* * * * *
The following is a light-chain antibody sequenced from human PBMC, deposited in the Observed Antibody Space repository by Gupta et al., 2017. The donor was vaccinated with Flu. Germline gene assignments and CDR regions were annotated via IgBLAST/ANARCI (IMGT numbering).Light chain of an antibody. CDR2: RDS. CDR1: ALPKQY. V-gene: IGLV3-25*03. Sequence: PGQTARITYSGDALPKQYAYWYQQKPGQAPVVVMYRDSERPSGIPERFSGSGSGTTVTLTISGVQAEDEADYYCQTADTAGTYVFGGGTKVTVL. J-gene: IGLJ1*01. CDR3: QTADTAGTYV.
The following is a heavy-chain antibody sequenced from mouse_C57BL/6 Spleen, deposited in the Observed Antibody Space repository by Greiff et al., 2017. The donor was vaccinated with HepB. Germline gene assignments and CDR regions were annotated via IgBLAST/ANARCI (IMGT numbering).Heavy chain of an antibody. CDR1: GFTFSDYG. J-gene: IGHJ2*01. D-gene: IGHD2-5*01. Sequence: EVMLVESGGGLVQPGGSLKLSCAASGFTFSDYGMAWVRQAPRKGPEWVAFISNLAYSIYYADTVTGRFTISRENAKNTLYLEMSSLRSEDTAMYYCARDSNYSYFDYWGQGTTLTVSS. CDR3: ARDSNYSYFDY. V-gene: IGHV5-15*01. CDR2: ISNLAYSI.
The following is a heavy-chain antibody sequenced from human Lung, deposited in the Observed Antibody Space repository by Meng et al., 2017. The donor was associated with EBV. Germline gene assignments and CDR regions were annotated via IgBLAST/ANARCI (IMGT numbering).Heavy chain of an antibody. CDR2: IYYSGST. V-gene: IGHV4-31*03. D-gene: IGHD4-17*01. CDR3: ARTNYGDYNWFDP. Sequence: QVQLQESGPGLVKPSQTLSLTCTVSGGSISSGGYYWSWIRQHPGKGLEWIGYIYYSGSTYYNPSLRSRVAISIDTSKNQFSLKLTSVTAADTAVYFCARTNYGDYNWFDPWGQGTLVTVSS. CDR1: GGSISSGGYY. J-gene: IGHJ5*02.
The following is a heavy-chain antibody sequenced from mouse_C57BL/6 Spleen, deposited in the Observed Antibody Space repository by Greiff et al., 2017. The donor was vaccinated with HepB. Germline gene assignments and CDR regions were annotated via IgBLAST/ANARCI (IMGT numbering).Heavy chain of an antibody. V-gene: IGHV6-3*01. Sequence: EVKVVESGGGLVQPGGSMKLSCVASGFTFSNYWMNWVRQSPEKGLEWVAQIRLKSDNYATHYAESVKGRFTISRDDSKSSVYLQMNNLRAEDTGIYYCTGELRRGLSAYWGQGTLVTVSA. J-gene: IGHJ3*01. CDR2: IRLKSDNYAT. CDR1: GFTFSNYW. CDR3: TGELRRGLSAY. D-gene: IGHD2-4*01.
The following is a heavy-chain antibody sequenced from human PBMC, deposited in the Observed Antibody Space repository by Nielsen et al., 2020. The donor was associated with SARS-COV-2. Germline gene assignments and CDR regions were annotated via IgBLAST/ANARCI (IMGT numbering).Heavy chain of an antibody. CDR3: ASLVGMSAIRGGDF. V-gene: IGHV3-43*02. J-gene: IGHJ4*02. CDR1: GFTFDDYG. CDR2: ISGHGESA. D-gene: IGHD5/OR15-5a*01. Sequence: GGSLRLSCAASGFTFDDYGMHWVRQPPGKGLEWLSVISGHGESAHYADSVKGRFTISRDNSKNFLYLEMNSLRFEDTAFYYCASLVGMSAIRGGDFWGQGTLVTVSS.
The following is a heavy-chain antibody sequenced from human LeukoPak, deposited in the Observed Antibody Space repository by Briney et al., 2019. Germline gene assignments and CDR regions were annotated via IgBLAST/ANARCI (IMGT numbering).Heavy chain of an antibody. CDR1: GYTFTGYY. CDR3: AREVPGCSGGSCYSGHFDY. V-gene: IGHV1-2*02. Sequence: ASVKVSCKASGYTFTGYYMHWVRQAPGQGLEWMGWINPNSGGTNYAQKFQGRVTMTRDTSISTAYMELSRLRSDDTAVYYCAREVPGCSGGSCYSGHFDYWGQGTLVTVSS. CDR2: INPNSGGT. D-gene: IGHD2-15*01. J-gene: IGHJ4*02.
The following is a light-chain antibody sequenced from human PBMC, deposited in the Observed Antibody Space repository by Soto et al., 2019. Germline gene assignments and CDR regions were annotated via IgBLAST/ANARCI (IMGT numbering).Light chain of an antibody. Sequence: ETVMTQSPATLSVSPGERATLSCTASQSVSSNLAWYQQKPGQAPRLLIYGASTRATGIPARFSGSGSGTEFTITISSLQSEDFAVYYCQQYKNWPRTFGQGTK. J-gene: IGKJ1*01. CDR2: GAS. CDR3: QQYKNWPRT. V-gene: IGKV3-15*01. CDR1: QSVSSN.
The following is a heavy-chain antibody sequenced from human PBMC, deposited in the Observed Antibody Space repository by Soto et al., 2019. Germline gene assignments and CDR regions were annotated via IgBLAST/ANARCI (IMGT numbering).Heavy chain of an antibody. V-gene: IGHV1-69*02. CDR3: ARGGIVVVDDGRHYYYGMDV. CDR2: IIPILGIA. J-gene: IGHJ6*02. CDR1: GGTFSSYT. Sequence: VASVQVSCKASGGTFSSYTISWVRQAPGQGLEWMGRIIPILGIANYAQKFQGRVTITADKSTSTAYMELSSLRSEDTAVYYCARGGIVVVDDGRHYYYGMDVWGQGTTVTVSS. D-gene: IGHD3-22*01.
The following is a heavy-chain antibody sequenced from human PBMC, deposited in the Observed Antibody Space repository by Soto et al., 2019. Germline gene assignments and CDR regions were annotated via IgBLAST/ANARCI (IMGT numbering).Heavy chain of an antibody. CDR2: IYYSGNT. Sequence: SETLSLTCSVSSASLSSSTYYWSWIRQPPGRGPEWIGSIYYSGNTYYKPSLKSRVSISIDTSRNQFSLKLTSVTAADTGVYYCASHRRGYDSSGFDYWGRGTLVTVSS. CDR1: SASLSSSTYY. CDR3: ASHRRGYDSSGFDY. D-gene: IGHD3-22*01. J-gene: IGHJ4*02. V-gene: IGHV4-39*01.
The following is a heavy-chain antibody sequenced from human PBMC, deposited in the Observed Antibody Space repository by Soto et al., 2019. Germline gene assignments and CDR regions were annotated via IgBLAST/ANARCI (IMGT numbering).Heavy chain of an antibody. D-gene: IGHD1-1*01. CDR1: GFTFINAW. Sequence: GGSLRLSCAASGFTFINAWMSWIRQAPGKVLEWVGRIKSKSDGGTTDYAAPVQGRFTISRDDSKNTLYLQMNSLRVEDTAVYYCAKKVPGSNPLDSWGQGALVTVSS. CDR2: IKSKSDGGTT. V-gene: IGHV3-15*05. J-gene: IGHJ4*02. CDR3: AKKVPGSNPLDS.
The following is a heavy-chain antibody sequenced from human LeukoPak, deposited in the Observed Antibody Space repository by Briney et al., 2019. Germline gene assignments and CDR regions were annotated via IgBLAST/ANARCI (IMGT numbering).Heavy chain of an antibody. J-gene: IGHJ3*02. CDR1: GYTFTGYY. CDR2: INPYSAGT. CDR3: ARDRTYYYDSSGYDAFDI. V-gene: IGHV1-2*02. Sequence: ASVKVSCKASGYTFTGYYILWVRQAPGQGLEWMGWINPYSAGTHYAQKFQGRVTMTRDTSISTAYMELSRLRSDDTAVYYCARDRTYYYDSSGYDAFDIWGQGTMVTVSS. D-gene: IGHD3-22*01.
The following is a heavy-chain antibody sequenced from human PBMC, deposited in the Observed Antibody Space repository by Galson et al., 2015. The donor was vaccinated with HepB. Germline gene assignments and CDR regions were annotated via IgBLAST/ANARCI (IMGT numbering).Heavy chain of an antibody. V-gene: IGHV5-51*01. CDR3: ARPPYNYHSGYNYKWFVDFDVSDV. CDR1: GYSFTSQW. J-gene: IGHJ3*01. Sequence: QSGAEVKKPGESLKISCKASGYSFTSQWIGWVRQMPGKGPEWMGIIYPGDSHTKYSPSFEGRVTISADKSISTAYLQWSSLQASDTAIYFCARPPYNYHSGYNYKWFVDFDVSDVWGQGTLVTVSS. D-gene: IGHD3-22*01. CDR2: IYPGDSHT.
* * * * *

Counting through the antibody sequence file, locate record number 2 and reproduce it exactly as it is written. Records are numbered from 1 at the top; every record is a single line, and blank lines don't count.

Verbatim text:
The following is a heavy-chain antibody sequenced from mouse_C57BL/6 Spleen, deposited in the Observed Antibody Space repository by Greiff et al., 2017. The donor was vaccinated with HepB. Germline gene assignments and CDR regions were annotated via IgBLAST/ANARCI (IMGT numbering).Heavy chain of an antibody. CDR1: GFTFSDYG. J-gene: IGHJ2*01. D-gene: IGHD2-5*01. Sequence: EVMLVESGGGLVQPGGSLKLSCAASGFTFSDYGMAWVRQAPRKGPEWVAFISNLAYSIYYADTVTGRFTISRENAKNTLYLEMSSLRSEDTAMYYCARDSNYSYFDYWGQGTTLTVSS. CDR3: ARDSNYSYFDY. V-gene: IGHV5-15*01. CDR2: ISNLAYSI.